As such, men inside or outside of marriage must follow Christ’s example in giving of themselves for others, particularly to those who rely and trust on them. This is why domestic violence is such a satanic perversion of masculinity: it replaces a protective, self-sacrificial love with a violent, domineering authority. A relationship which should point to Christ and the Church instead becomes controlled by power and violence.
Paul forces me to think differently about what it means to be a man. I need to reorient my actions in a way that recognizes that Christians, male and female, are all part of one body of Christ. That should push men, especially those in positions of authority, to a love that seeks to build up and to serve rather than domineer. That love, rather than a macho authority, is the true mark of a man.
Do you want to know a secret about working out? Here it is: we don’t grow our muscles in the gym. When we lift weights we perform controlled damage to our bodies; we literally tear our muscle fibers, forcing our bodies to adapt. We improve outside of the gym by consuming healthy foods. To “battle the bulge” requires a commitment to strenuous exercise and healthy eating. All who have enjoyed (or endured) a strenuous workout or have disciplined their dietary practices understand that results are impossible without bodily sacrifice — no pain, no gain.
Furthermore, if it is true that we are what we eat, then Christ-followers ought to take a long, hard look at the kinds of things we are putting into our bodies. Paul’s words to the Christ-followers in Rome offer us some food for thought (pardon the pun; couldn’t help myself).
Paul beseeches us to present our bodies as living sacrifices, that is, to submit our lived reality to the standards that God deems acceptable. Such a way of being in the world is deemed reasonable — spiritual even, as the NRSV translators put it. This is our tangible act of service to God.
My Dear Friend,
It breaks my heart to be the one to tell you this, but I figured you might be more receptive hearing this from me. I think you already know what I'm about to tell you — it's nearly impossible you couldn't know with how loud everyone's whispers have become.
Something is terribly wrong! You are sick.
I know this isn't the news you were hoping for, but it's the truth. With this in mind, I feel now, it is more important than ever that I lay things out for you — no matter how much it pains me.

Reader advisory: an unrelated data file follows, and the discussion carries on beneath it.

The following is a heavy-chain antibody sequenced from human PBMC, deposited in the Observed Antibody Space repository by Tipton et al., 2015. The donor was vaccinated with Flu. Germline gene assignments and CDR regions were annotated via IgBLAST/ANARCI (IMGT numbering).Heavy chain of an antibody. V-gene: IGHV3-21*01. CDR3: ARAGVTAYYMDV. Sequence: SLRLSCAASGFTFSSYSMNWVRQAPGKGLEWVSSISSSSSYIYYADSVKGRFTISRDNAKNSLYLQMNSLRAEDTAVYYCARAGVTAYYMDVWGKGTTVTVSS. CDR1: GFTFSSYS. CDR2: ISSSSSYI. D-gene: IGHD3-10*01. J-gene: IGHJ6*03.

What more perfect a passage to enliven our Earth Day celebrations than Romans 8:20-25?
Paul's letter to the Romans was certainly not an exhortation to deepen creation care by weighting it with environmental justice. It wasn't an exhortation for the middle-class church to listen to the groaning of people under the bondage of environmental racism. It wasn't intended to paint a picture of the intersection of climate change, poverty, and racism.
But we — two evangelical activists — are just foolish enough to give all that a try in this short space!
Our dear Apostle Paul in his letter to the Romans paints a picture of the new age inaugurated by Jesus' death and resurrection. Jesus has taken sin – that which infiltrated the world (5:12), enslaved the world (6:6, 17-18), and brought death and destruction (7:8-14) — and had victory over it. By our death in baptism and resurrection with Christ, we participate in his victory over sin (6:4). This is a new age, we put on our new selves, we live with the (re)new(ed) creation ahead of us.
Most of the women I know mourn the loneliness, the lack of physical touch, the empty half of the bed, and the “table for one, please” that come with being single. I know from experience how easy it is to live as a lady in waiting — waiting for a man to come along and rescue you from the boredom and loneliness of life, waiting for a man to validate you as an adult, waiting for a relationship to unlock the door to opportunities like church leadership, full-time ministry, entrepreneurship, foster care, financial stability, or international travel.
I know many women whose prayers mainly consist of praying for God to bring them a spouse, and whose waking thoughts often wander into the injustice and unfairness of singleness. They wonder if God really knows how much they long for a husband and a family. They keep telling God that if He’ll only grant them a mate, then they’ll be content and more able to obey.
But the Bible — and most of church history — affirms the benefits of being single. Paul says it’s preferable because you can travel lightly and give yourself more fully to ministry. Valentine’s Day itself was named after a saint who was single, and was martyred for his faith on Feb. 14, 270 A.D.